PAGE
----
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Morris v. Baker

United States District Court, D. Nevada

July 25, 2018

BRENT MORRIS, Petitioner,
v.
RENEE BAKER, et al., Respondents.

          ORDER

          LARRY R. HICKS UNITED STATES DISTRICT JUDGE

         This pro se habeas petition comes before the Court on petitioner's motion for a stay and abeyance (ECF No. 51) and motion for default judgment (ECF No. 49).

         Petitioner in this action challenges his conviction for two counts of commission of a fraudulent act in a gaming establishment and four counts of entry of a gaming establishment by an excluded person. He asserts several substantive and ineffective assistance of counsel claims in his petition, including a challenge to the sufficiency of the evidence on the cheating convictions (Grounds 2 and 3). On December 8, 2017, the Court found that several of petitioner's claims were unexhausted -- Grounds 2 and 3 among them. (ECF No. 42). In view of the mixed petition, the Court directed petitioner to file either a motion to dismiss the unexhausted claims, a motion to dismiss the entire petition, or a motion for other appropriate relief, including a motion to stay and abey. (Id.)

         In response, petitioner filed a motion asking the Court to rule on his unexhausted claims. (ECF No. 44). The Court denied the motion but reconsidered its exhaustion finding with respect to one of the petitioner's claims.[1] (ECF No. 48). The Court again directed petitioner to decide how he would like to proceed with respect to his mixed petition. (Id.) In response, petitioner has filed a motion to stay and abey. (ECF No. 51).

         In Rhines v. Weber, 544 U.S. 269 (2005), the Supreme Court placed limitations upon the discretion of the court to facilitate habeas petitioners' return to state court to exhaust claims. The Rhines Court stated:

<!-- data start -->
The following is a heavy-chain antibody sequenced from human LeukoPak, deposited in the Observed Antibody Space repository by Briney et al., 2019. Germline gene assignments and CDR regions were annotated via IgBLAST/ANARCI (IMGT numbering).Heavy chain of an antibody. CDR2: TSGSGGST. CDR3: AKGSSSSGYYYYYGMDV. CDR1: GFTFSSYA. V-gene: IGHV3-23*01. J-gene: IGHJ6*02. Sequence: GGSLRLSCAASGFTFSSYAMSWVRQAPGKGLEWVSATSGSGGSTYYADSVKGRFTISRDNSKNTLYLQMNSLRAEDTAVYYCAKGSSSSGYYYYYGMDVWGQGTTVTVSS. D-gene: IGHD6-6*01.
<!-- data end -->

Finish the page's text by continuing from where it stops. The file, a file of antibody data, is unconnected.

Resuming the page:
[S]tay and abeyance should be available only in limited circumstances. Because granting a stay effectively excuses a petitioner's failure to present his claims first to the state courts, stay and abeyance is only appropriate when the district court determines there was good cause for the petitioner's failure to exhaust his claims first in state court. Moreover, even if a petitioner had good cause for that failure, the district court would abuse its discretion if it were to grant him a stay when his unexhausted claims are plainly meritless. Cf. 28 U.S.C. § 2254(b)(2) (“An application for a writ of habeas corpus may be denied on the merits, notwithstanding the failure of the applicant to exhaust the remedies available in the courts of the State”).

Rhines, 544 U.S. at 277. The Court went on to state that, “it likely would be an abuse of discretion for a district court to deny a stay and to dismiss a mixed petition if the petitioner had good cause for his failure to exhaust, his unexhausted claims are potentially meritorious, and there is no indication that the petitioner engaged in intentionally dilatory litigation tactics.” Id. at 278.